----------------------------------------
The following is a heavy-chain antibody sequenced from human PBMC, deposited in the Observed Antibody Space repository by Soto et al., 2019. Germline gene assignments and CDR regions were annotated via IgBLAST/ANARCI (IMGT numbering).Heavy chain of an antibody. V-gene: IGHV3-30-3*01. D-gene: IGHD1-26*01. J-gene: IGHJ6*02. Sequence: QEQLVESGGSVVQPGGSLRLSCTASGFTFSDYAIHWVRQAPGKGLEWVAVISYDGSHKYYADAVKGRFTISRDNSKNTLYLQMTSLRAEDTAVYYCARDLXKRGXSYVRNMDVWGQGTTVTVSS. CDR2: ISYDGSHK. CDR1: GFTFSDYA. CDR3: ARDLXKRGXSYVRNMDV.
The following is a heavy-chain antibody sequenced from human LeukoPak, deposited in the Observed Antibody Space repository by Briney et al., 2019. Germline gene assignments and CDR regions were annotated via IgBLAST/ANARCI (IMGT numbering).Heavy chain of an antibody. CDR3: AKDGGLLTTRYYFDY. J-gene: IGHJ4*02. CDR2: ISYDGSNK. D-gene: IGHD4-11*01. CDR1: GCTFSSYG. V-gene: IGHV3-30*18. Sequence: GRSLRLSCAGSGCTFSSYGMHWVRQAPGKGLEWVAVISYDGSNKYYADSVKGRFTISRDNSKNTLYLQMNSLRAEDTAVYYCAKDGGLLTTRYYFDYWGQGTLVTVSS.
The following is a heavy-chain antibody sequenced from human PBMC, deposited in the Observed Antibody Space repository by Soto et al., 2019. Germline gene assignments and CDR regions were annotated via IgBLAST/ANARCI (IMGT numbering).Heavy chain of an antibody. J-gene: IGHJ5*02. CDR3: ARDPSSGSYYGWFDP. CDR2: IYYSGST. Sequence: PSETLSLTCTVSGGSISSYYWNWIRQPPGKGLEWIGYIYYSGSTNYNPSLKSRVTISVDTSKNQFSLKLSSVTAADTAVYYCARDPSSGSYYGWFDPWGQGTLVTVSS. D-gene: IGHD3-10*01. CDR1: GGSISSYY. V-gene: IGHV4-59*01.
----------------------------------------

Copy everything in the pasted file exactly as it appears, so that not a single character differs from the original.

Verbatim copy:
The following is a heavy-chain antibody sequenced from human PBMC, deposited in the Observed Antibody Space repository by Soto et al., 2019. Germline gene assignments and CDR regions were annotated via IgBLAST/ANARCI (IMGT numbering).Heavy chain of an antibody. V-gene: IGHV3-30-3*01. D-gene: IGHD1-26*01. J-gene: IGHJ6*02. Sequence: QEQLVESGGSVVQPGGSLRLSCTASGFTFSDYAIHWVRQAPGKGLEWVAVISYDGSHKYYADAVKGRFTISRDNSKNTLYLQMTSLRAEDTAVYYCARDLXKRGXSYVRNMDVWGQGTTVTVSS. CDR2: ISYDGSHK. CDR1: GFTFSDYA. CDR3: ARDLXKRGXSYVRNMDV.
The following is a heavy-chain antibody sequenced from human LeukoPak, deposited in the Observed Antibody Space repository by Briney et al., 2019. Germline gene assignments and CDR regions were annotated via IgBLAST/ANARCI (IMGT numbering).Heavy chain of an antibody. CDR3: AKDGGLLTTRYYFDY. J-gene: IGHJ4*02. CDR2: ISYDGSNK. D-gene: IGHD4-11*01. CDR1: GCTFSSYG. V-gene: IGHV3-30*18. Sequence: GRSLRLSCAGSGCTFSSYGMHWVRQAPGKGLEWVAVISYDGSNKYYADSVKGRFTISRDNSKNTLYLQMNSLRAEDTAVYYCAKDGGLLTTRYYFDYWGQGTLVTVSS.
The following is a heavy-chain antibody sequenced from human PBMC, deposited in the Observed Antibody Space repository by Soto et al., 2019. Germline gene assignments and CDR regions were annotated via IgBLAST/ANARCI (IMGT numbering).Heavy chain of an antibody. J-gene: IGHJ5*02. CDR3: ARDPSSGSYYGWFDP. CDR2: IYYSGST. Sequence: PSETLSLTCTVSGGSISSYYWNWIRQPPGKGLEWIGYIYYSGSTNYNPSLKSRVTISVDTSKNQFSLKLSSVTAADTAVYYCARDPSSGSYYGWFDPWGQGTLVTVSS. D-gene: IGHD3-10*01. CDR1: GGSISSYY. V-gene: IGHV4-59*01.